Day 19: Pendulum Inquiry


Every couple of years I pull out this tried and true activity to introduce inquiry. Students need to figure out if changing the mass or the length of a pendulum affects the period. I now share a Google doc with them that has the “bones” of a lab write up. One member of the group makes a copy of it, renames it, shares it with the other group members (and with me). They have to investigate both length and mass but start with the variable they chose for their hypothesis. They do some prototyping on the first day to figure out how the set up the apparatus and we get to talk a lot about number of trial, details in materials list, proper procedure, and how they will record and display their data. As they work on the report we will address graphing, analysis, and their conclusion.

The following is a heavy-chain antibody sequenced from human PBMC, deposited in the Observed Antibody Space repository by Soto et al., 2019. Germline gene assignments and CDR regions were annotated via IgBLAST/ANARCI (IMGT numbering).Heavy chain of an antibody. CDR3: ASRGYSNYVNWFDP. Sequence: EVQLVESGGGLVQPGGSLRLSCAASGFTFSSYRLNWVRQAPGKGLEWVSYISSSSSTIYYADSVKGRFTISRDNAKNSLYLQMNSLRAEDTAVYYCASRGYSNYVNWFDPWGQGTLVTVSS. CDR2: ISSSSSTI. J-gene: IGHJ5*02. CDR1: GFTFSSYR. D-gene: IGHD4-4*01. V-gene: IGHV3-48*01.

6 thoughts on “Day 19: Pendulum Inquiry

  1. How much time does this take you from beginning to end? I’m doing it now and I’m always amazed at just how long it takes. I think it’s a great way to intro scientific investigation and graph analysis, though.

    • One day to discuss and prototype and set up and share document. One day to collect data. One day to do analysis and conclusion and clean up document. Can add an additional day to challenge them to match a given period (like the bouncey ball lab from Day 2 and 3). It can take awhile but it sets the tone for the rest of the year and it is easy to refer back to this – “remember when we did the pendulum lab and you changed one variable at a time . . . “

  2. Pingback: Day 26: Galileo Revisited | whiteley180

  3. I did this lab with Tasha and Caleb 🙂 We got to see how the masses and length of the string influenced the speed of the pendulum.

  4. I did this lab with Alexa & Caleb. I liked it a lot because each trial was different and we got to see how the different masses influenced the time.

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